Three Week Lockdown

At 8.30pm last night Prime Minister Boris Johnson gave his nightly statement of changes from Downing Street in regards to the Covid-19 pandemic, which has taken 335 lives in Britain so far.

The statement explained strict new rules which everyone in the UK must follow.

For the next 3 weeks people can only leave their homes for 4 reasons:

  • to exercise once a day
  • to travel to and from work where “absolutely necessary”
  • to shop for food
  • for personal medical needs/the care of vulnerable people.

All shops selling non-essential goods have been told to shut and gatherings in public of more than two people are banned.

If people do not follow the rules, the police will enforce them.

Mr. Johnson said that this was a “moment of national emergency” and that staying at home was necessary to protect the NHS and to save lives.  He said that this is “the biggest threat this country has faced for decades”.

The restrictions will be in place for at least three weeks and will be constantly reviewed.

When you CAN go outside:
  • Shopping for basic necessities such as food and medicine. Shopping trips should be as infrequent as possible
  • One form of exercise a day such as a run, walk, or cycle. This should be done alone or only with people you live with
  • Any medical need, or to provide care or to help a vulnerable person. This includes moving children under the age of 18 between their parents’ homes, where applicable. Key workers or those with children identified as vulnerable can continue to take their children to school
  • Travelling to and from work, but only where work absolutely cannot be done from home

When outside for those reasons, people should still minimise the amount of time spent out of their homes and should keep two metres (6ft) away from any other person.

Further bans have been announced for all social events,  This includes weddings, baptisms and all other ceremonies, but does not include funerals.

Businesses which can stay open:

  • Banks
  • Post Offices
  • Supermarkets and other food shops, including market stalls
  • Restaurants, cafes and work canteens – but only for food delivery and takeaway services
  • “Health shops” such as pharmacies
  • Petrol stations, garages and car rental businesses
  • Bicycle shops
  • Home and hardware shops
  • Launderettes and dry cleaners
  • Pet shops
  • Corner shops & newsagents

All non-essential shops are ordered closed. All non-essential premises are ordered closed. This includes libraries, playgrounds, outdoor gyms including outdoor sessions, and places of worship.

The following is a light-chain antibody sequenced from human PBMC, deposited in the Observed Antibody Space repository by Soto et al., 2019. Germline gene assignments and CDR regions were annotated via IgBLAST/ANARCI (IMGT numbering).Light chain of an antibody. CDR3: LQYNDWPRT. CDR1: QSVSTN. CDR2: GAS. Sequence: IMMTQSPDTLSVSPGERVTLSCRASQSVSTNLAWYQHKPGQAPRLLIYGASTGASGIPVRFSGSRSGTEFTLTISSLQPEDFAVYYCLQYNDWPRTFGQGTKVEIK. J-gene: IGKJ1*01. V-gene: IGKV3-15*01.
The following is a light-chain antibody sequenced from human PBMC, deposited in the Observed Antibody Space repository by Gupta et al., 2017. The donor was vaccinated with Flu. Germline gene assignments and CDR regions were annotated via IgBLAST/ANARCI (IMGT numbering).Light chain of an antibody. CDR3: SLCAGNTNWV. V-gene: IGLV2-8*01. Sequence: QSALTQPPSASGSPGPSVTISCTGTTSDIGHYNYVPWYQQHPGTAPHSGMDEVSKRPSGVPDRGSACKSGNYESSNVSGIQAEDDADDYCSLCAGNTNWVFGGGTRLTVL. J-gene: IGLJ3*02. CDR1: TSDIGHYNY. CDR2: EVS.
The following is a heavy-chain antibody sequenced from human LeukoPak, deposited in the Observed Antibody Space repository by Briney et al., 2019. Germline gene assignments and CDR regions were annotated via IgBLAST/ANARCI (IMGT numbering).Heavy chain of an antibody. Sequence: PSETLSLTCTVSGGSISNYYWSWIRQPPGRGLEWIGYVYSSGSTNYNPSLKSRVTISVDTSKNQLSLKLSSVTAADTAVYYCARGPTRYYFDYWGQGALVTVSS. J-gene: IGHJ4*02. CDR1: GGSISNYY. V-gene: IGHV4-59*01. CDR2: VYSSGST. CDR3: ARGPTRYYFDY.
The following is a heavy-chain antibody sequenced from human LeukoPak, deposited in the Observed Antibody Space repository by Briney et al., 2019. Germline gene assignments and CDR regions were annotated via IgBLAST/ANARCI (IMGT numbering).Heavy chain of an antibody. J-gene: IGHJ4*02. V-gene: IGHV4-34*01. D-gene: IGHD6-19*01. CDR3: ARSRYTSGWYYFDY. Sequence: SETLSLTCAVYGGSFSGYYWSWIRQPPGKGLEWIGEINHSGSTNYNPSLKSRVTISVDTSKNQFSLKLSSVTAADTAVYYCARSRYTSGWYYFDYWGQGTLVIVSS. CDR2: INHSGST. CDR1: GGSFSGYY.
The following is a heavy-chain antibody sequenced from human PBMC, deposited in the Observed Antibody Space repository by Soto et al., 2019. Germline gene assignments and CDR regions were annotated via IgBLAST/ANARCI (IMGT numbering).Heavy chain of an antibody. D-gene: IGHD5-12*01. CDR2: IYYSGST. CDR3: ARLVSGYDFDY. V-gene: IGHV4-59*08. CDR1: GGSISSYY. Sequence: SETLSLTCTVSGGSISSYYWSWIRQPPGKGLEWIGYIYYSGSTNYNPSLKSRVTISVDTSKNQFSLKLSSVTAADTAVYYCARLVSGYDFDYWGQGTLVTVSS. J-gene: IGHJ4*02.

Parks will remain open for exercise but people are not allowed to gather in groups, or use play equipment.

Community centres can open but only if they are “hosting essential voluntary or public services”, such as food banks or service for homeless people.

Hotels, hostels, campsites and caravan parks must also close with the exception of catering for key workers and people who cannot return to their home.

The Prime Minister said,

“Without a huge national effort to halt the growth of this virus, there will come a moment when no health service in the world could possibly cope; because there won’t be enough ventilators, enough intensive care beds, enough doctors and nurses.

“And as we have seen elsewhere, in other countries that also have fantastic health care systems, that is the moment of real danger.

“To put it simply, if too many people become seriously unwell at one time, the NHS will be unable to handle it – meaning more people are likely to die, not just from coronavirus but from other illnesses as well.”

This is not the most extreme level of response.  If people don’t behave as they have been told, the government could trigger Civil Contingencies Act.  This act was designed for the most serious emergencies and it gives ministers harsh and strong powers.  This lockdown is not as severe as those seen in other countries and has happened in response to people ignoring the advice to truly distance themselves, to suppress the virus.

Every system is struggling to keep up with British behaviour

Stay indoors, ask for help if you need it, don’t break the rules, don’t hoard, wash your hands, Don’t Panic!

Clare Washbrook

Current Editor-in-Chief News and magazine editor since 1995 Post-grads: Literature; Theatre; Journalism, Ethics & Law Community Affiliations: Belper Goes Green, Belper's WW1 Poppies, Amber Valley Solidarity No political party memberships/affiliations.

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